Art Vs Commerce: Beginnings (20s/30s)


Back half of the 30s, everyone! We can do this! Especially since audiences and Oscar voters got a lot more simpatico for a while, starting with…

The Joint Champion

When we talk about Hollywood being addicted to remakes, we need to understand that this problem goes back further than you think. Wizard of Oz was a remake. Brewster’s Millions was a remake. And there have been Mutiny on the Bounty movies with both Marlon Brando and Mel Gibson, but neither of them won Oscars or ruled the box office so we’re talking about this one.

Clark Gable is Fletcher Christian, the first mate who starts the mutiny against the cruel Captain Bligh (Charles Laughton), and damn he has charm. I know I’m a human lifetime late to this party but Clark Gable was a hell of an actor, in a 30s way. Like, his style would probably seem incredibly fake opposite Dustin Hoffman, but Dustin Hoffman wasn’t doing movies in the 30s, so Gable’s pretty great here. Anyway, Laughton’s Bligh is so over-the-top cruel to his crew that even career King’s Navy man Fletcher Christian turns on him and runs off to live in Tahiti, and also the admiralty in England decide “Yeah, Bligh screwed that up, we gotta make some rule changes here.” It works, it’s a solid movie, shame that the opening text crawl gave the whole plot away.

Charles Laughton would go on to play Captain Kidd in a movie of the same name, something he apparently did well enough that his Captain Kidd met Abbot and Costello in a movie by that (approximate) name.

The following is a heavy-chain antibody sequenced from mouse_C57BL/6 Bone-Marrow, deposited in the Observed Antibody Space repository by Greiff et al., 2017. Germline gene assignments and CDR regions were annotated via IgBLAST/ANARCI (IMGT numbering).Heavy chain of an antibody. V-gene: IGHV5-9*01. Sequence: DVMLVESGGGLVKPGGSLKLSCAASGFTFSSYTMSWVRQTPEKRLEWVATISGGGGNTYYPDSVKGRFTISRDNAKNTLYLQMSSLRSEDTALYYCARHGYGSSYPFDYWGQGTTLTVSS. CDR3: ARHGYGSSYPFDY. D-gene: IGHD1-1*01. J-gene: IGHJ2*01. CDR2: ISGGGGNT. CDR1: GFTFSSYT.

Anyhoo here’s a Twitter thread about my reactions, many of which have to do with breadfruit…

And here’s a Kids in the Hall sketch for reasons.

And Rotten Tomatoes Says: With an adjusted score of 101.871%, Mutiny on the Bounty comes in at 37/93, making it just barely the highest-ranked boat-based movie on the list.

What Would Yancey Cravat Do: “It’s over,” said Yancey, his arm outstretched. Bligh opened his mouth to argue, but fell mute under Yancey’s gaze, and quietly handed over the captain’s hat.

Other Events in Film

  • Judy Garland signs a contract with MGM. The film Judy implies this wasn’t for the best.
  • This is where I found out Richard Pryor’s Brewster’s Millions was a remake.

Next Page: I shouldn’t have blown my “rough beast slouches to Bethlehem” reference so early

Author: danny_g

Danny G, your humble host and blogger, has been working in community theatre since 1996, travelling the globe on and off since 1980, and caring more about nerd stuff than he should since before he can remember. And now he shares all of that with you.

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